Occipital Neuralgia

What is occipital neuralgia?
Occipital neuralgia is a distinct type of headache characterized by piercing, throbbing, or electric-shock-like chronic pain in the upper neck, back of the head, and behind the ears, usually on one side of the head.

What are the symptoms of occipital neuralgia?
The pain from occipital neuralgia begins in the neck and then spreads upwards. Some individuals will also experience pain in the scalp, forehead, and behind the eyes. Their scalp may also be tender to the touch, and their eyes especially sensitive to light. The location of pain is related to the areas supplied by the greater and lesser occipital nerves, which run from the area where the spinal column meets the neck, up to the scalp at the back of the head.

What causes occipital neuralgia?
The pain is caused by irritation or injury to the nerves, which can be the result of trauma to the back of the head, pinching of the nerves by overly tight neck muscles, compression of the nerve as it leaves the spine due to osteoarthritis, or tumors or other types of lesions in the neck. Localized inflammation or infection, gout, diabetes, blood vessel inflammation (vasculitis), and frequent lengthy periods of keeping the head in a downward and forward position are also associated with occipital neuralgia. In many cases, however, no cause can be found.

How is occipital neuralgia diagnosed?
Occipital Neuralgia is diagnosed based on a thorough history and physical exam. The neurologic exam will often be normal. During the exam, the practitioner will push on the occipital nerves in an effort to temporarily elicit a pain response. By diagnostic criteria, the pain will be eased temporarily by injection of a local anesthetic along the affected nerve (occipital nerve block).

What are the treatments for occipital neuralgia?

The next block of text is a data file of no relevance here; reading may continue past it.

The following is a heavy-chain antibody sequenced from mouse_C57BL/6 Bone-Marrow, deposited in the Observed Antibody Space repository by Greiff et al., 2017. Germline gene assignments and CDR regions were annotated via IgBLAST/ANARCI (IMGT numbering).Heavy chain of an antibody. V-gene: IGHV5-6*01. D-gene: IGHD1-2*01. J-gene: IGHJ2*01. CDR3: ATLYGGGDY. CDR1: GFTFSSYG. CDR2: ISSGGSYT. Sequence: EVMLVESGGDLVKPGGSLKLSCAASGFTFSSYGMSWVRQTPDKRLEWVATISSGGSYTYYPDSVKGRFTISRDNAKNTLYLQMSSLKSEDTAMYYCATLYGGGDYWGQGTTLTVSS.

Conservative methods: include warm compresses, massage, and physical therapy. Anti-inflammatory medications and muscle relaxers, such as flexeril, may provide relief of symptoms. Antiepileptic drugs (such as gabapentin, and pregabalin), and tricyclic antidepressants (Elavil) are often used as preventative medications in an effort to decrease the frequency and severity of attacks
Occipital Nerve block: is an injection of a local anesthetic and steroid around the greater and lesser occipital nerves that are located on the back of the head just above the neck area. The steroid injected reduces the inflammation and swelling of tissue around the occipital nerves. This may in turn reduce pain, and other symptoms caused by inflammation or irritation of the nerves and surrounding structures. Typically, headaches over the back of the head, including certain types of tension headaches and migraine headaches, may respond to occipital nerve blocks.
C2 Nerve Root block: is and injection near the origin of the occipital nerves which may be more effective than the more superficial occipital nerve block. The procedure is performed with either live X-ray or live CT guidance and an injection of local anesthetic and steroid is placed around the C2 nerve where it exits the spinal canal targeting the nerves that give rise to the occipital nerves.

Spinal Cord Stimulation (SCS): An implanted electrical device can decrease the perception of pain by targeting the spinal cord and brain pain processing centers. Before the surgical implantation, a one week minimally invasive trial is performed to see if this device will help you long-term. If there is significant pain decrease and an increase in functional ability during the trial, you would be a candidate to have a permanent SCS device implanted.

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